Hola a todos. Por esta vía transmito las buenas nuevas respecto a SNET, hoy en la tarde el grupo de trabajo SNET-MINCOM llegaron a favorables acuerdos mediante los cuales se determinó que Snet va a pasar todos sus servicios a través de los JCC, los JCC a su vez estarán conectados por fibra óptica entre ellos y los servidores que contienen nuestros servicios se montarán en ETECSA. También se autorizó a que los nodos se conecten a los JCC utilizando equipos de alta potencia que son los necesarios para poder hacer esto, entre estos equipos se incluyen los equipos de Ubikiti, Nanostation, etc de alta potencia, no pondrán trabas para estas conexiones hacia los JCC. También hay otra buena noticia, los servicios de SNET pronto estarán disponibles ¡Para todo el país! También advirtió el grupo de trabajo respetar estos acuerdos y no realizar nada que pueda atentar contra los mismos, nada de manifestarse públicamente (que a mí entender no hace ya ninguna falta, ya hemos logrado lo que queríamos) ni hacer declaraciones ofensivas contra MINCOM. En mi opinión hemos ganado está batalla por la subsistencia de #Snet, ahora debemos cooperar entre todos para hacer de este proyecto algo mejor, incluso, a lo que teníamos anteriormente. Estoy sumamente contento, alegre y agradecido de que nuestras instituciones estatales no hayan hecho oídos sordos a nuestra causa. Hoy comienza una nueva era en la Informatización de la sociedad cubana

TheCubanJedi <@darthdancuba> asked "Podrán abrir algo de sNet a internet??" and Ernesto replied "No. De momento nada de internet a través de Snet como siempre ha sido."

This is unofficial, but if it is accurate, SNET will be more widely available and faster, but not yet on the Internet.

Update Aug 12, 2019:

Sad to say, the August 10th update was accurate. Ernesto De Armas <@RealErnesto95> has learned that MINCOM has ruled against SNET and the restrictions on transmission power and cabling will be upheld as per this announcement by SNET.

Needless to say, this is disappointing to the users of Cuban community networks and to the general population since it is an indication that ETECSA is determined to remain a monopoly.

A demonstration protesting the decision will be held next Saturday. Here is Ernesto's English translation:

As we have the conviction that Revolution is to change everything that needs to be changed, on Saturday, August 17th, from 9am in the park located in front of the MINCOM, behind the bus station terminal, we make a call to all persons filiated to Snet from all the provinces of the country.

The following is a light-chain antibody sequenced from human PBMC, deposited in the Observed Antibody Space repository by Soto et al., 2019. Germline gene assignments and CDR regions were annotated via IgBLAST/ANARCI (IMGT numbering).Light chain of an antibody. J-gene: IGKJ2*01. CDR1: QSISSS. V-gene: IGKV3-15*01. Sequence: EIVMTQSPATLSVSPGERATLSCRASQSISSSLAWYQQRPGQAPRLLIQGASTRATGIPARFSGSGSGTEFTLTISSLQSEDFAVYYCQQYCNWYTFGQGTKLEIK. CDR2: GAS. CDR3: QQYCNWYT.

SNET, a community created more than 15 years ago, is being affected by the resolutions 98 and 99, we fight and demand to have an autonomous SNET that keeps the social project that we have had during all these years and that reaches so many homes and Cuban families.

To everyone who has the feeling for Snet, which has been created by everyone, this is the time to fight against resolutions 98 and 99 that are attacking the correct functioning of our community, created with everyone's sacrifice and with more than a decade of existence and acceptance by thousands of Cubans.

This is the time to make MINCOM understand that true democracy is conceived and defined by the people and that we must be heard because we are the youth of this country, the new generation and as the future that we are we demand to be considered.

We urge and summon every teenager, young, adult or old person, without any difference who feels identified with our cause, either has enjoyed or not with our network and our services to support us from every place and every spot because WE ALL MATTER, WE ARE ALL SNET. On this depends the end of the beginning of a new dream, a new path that we want to follow, so we can accomplish our acknowledgment before the authorities and a happy ending to keep ourselves being what we are. Snet...

By Larry Press, Professor of Information Systems at California State University – He has been on the faculties of the University of Lund, Sweden and the University of Southern California, and worked for IBM and the System Development Corporation. Larry maintains a blog on Internet applications and implications at cis471.blogspot.com and follows Cuban Internet development at laredcubana.blogspot.comVisit Page